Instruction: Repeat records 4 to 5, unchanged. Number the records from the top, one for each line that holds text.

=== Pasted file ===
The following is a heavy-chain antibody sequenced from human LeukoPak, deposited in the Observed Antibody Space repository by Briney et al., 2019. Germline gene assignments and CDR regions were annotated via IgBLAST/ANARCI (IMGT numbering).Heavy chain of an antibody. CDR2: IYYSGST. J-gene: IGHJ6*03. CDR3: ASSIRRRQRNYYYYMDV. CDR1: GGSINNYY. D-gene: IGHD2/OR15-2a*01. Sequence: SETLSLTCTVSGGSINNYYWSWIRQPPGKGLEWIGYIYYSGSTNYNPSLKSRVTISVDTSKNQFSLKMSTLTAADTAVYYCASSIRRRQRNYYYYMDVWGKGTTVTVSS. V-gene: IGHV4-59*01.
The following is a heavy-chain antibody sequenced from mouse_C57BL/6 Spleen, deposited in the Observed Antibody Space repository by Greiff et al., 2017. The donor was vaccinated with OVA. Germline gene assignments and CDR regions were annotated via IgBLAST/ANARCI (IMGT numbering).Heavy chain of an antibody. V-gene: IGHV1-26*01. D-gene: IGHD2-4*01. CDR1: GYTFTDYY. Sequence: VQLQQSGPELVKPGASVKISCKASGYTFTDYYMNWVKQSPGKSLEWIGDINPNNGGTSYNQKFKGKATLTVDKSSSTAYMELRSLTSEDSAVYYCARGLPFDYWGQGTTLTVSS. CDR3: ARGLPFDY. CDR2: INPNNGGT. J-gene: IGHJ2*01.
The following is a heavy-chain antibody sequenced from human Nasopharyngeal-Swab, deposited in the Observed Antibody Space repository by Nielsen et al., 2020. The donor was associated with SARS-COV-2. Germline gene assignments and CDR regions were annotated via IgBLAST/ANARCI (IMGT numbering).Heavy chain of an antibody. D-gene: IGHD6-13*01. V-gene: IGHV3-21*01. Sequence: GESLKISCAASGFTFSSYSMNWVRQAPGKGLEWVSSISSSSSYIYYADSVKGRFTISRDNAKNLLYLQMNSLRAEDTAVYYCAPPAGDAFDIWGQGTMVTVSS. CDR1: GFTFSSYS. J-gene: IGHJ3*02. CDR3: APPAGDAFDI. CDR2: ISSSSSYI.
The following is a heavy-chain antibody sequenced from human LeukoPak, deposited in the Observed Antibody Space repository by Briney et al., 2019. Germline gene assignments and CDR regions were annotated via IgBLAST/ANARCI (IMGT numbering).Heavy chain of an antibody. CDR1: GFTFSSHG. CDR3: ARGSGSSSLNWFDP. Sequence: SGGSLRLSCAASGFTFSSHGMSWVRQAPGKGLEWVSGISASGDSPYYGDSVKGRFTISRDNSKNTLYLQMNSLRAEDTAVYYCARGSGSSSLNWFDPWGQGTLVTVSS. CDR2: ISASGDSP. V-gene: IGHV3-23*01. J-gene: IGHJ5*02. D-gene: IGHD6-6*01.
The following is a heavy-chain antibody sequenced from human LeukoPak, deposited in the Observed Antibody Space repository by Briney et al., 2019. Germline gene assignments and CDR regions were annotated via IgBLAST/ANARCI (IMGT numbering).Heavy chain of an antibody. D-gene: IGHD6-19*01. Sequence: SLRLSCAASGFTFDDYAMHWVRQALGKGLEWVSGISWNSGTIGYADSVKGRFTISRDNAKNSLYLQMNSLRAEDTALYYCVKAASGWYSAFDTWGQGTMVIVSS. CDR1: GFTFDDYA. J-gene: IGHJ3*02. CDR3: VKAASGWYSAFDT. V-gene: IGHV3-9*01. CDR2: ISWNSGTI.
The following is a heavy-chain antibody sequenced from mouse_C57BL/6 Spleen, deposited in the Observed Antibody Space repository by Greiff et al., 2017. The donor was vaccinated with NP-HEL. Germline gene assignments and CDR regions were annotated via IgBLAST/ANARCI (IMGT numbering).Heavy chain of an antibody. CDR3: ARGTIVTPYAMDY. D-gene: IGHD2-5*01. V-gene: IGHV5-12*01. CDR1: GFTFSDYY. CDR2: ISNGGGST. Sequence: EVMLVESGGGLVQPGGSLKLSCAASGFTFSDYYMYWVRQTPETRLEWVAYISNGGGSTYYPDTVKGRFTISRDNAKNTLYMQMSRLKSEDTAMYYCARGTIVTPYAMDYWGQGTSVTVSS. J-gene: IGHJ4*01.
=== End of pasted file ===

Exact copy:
The following is a heavy-chain antibody sequenced from human LeukoPak, deposited in the Observed Antibody Space repository by Briney et al., 2019. Germline gene assignments and CDR regions were annotated via IgBLAST/ANARCI (IMGT numbering).Heavy chain of an antibody. CDR1: GFTFSSHG. CDR3: ARGSGSSSLNWFDP. Sequence: SGGSLRLSCAASGFTFSSHGMSWVRQAPGKGLEWVSGISASGDSPYYGDSVKGRFTISRDNSKNTLYLQMNSLRAEDTAVYYCARGSGSSSLNWFDPWGQGTLVTVSS. CDR2: ISASGDSP. V-gene: IGHV3-23*01. J-gene: IGHJ5*02. D-gene: IGHD6-6*01.
The following is a heavy-chain antibody sequenced from human LeukoPak, deposited in the Observed Antibody Space repository by Briney et al., 2019. Germline gene assignments and CDR regions were annotated via IgBLAST/ANARCI (IMGT numbering).Heavy chain of an antibody. D-gene: IGHD6-19*01. Sequence: SLRLSCAASGFTFDDYAMHWVRQALGKGLEWVSGISWNSGTIGYADSVKGRFTISRDNAKNSLYLQMNSLRAEDTALYYCVKAASGWYSAFDTWGQGTMVIVSS. CDR1: GFTFDDYA. J-gene: IGHJ3*02. CDR3: VKAASGWYSAFDT. V-gene: IGHV3-9*01. CDR2: ISWNSGTI.